Europe

Germany

Fighting Extremism

A climate of mounting concern sparked by a growing wave of right-wing extremism has dominated the German press for the past month, instigating a vigorous, frank public debate on how best to handle neo-Nazis, and whether to ban the right-wing extremist political party, the Nationaldemokratische Partei Deutschlands (NPD).  After a firebombing in Düsseldorf on July 27 that injured 10 recent immigrants, most of whom are Jewish, numerous beatings and stabbings of foreigners, and the desecration of Jewish cemeteries, politicians and intellectuals have for the first time spoken outagainst the “silent majority who may be abetting such crimes.”

Simultaneously, a fear of losing face in the European Union and the world has taken hold. “Imagine that representatives of the EU would visit Germany today—they would leave with the thought of immediately sanctioning Germany alongside Austria,” writes Vera Gesarow in the liberal Frankfurter Rundschau (July 31).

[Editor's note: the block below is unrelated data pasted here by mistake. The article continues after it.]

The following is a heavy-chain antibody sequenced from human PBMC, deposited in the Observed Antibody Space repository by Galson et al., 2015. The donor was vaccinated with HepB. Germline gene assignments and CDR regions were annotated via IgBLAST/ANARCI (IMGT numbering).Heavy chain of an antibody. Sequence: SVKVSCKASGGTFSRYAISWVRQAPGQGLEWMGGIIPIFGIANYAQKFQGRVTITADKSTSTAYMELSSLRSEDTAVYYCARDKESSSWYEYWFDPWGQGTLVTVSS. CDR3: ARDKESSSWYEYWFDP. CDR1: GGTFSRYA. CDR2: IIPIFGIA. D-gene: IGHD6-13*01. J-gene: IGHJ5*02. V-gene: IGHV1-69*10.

Blaming Germany’s lenient judiciary system, Berlin’s centrist Der Tagesspiegel (Aug. 8) lamented that “perpetrators aged 18 to 21 years are still being prosecuted under juvenile law.” But liberal commentators stressed that leading politicians still downplay the effects of xenophobia on the society, despite the grim statistics. In the first half of this year, according to Hamburg’s liberal newsmagazine Der Spiegel (Aug. 8), 5,223 anti-Semitic, xenophobic, or right-wing attacks were registered throughout Germany—a rise of 10 percent from 1999.

Nevertheless, Munich’s centrist Süddeutsche Zeitung (July 31) found time to worry about the effects on Germany’s economy. “Which dark-skinned foreigner, colored student, or high-tech expert still wants to work among us [after the recent attacks], especially in the eastern part of the country? We need a climate of tolerance, not higher wages. Fear is bad for business,” asserted the paper.

Meanwhile, Berlin’s leftist taz (Aug. 1) pointed to the growing resentment of foreigners and the rise of anti-Semitism among Berlin’s police force.

Hamburg’s independent Hamburger Abendblatt (Aug. 8) quoted Michel Friedman, vice president of the Council of German Jews—speaking the minds of many—who was flabbergasted at “how many people demonstrated against a ban on fighting dogs, compared to the sparse numbers who took to the streets demanding human rights.”

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